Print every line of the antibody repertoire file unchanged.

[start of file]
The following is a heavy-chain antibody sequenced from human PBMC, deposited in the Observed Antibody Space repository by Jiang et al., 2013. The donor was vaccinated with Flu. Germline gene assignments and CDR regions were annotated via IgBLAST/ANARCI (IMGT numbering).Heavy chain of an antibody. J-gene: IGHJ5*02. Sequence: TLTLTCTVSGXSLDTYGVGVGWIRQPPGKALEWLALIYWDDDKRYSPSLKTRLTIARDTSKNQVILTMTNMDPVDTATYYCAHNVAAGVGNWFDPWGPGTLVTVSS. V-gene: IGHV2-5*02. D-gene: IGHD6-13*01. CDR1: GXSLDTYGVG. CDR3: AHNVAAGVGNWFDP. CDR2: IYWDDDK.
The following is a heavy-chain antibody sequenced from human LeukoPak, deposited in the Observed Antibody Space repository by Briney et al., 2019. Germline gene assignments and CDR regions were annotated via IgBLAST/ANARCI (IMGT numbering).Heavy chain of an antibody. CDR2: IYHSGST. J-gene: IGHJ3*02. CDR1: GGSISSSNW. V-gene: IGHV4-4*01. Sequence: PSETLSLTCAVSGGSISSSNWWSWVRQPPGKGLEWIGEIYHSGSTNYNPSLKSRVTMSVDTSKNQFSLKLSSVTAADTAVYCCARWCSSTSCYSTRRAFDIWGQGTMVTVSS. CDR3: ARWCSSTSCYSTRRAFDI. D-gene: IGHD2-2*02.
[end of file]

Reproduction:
The following is a heavy-chain antibody sequenced from human PBMC, deposited in the Observed Antibody Space repository by Jiang et al., 2013. The donor was vaccinated with Flu. Germline gene assignments and CDR regions were annotated via IgBLAST/ANARCI (IMGT numbering).Heavy chain of an antibody. J-gene: IGHJ5*02. Sequence: TLTLTCTVSGXSLDTYGVGVGWIRQPPGKALEWLALIYWDDDKRYSPSLKTRLTIARDTSKNQVILTMTNMDPVDTATYYCAHNVAAGVGNWFDPWGPGTLVTVSS. V-gene: IGHV2-5*02. D-gene: IGHD6-13*01. CDR1: GXSLDTYGVG. CDR3: AHNVAAGVGNWFDP. CDR2: IYWDDDK.
The following is a heavy-chain antibody sequenced from human LeukoPak, deposited in the Observed Antibody Space repository by Briney et al., 2019. Germline gene assignments and CDR regions were annotated via IgBLAST/ANARCI (IMGT numbering).Heavy chain of an antibody. CDR2: IYHSGST. J-gene: IGHJ3*02. CDR1: GGSISSSNW. V-gene: IGHV4-4*01. Sequence: PSETLSLTCAVSGGSISSSNWWSWVRQPPGKGLEWIGEIYHSGSTNYNPSLKSRVTMSVDTSKNQFSLKLSSVTAADTAVYCCARWCSSTSCYSTRRAFDIWGQGTMVTVSS. CDR3: ARWCSSTSCYSTRRAFDI. D-gene: IGHD2-2*02.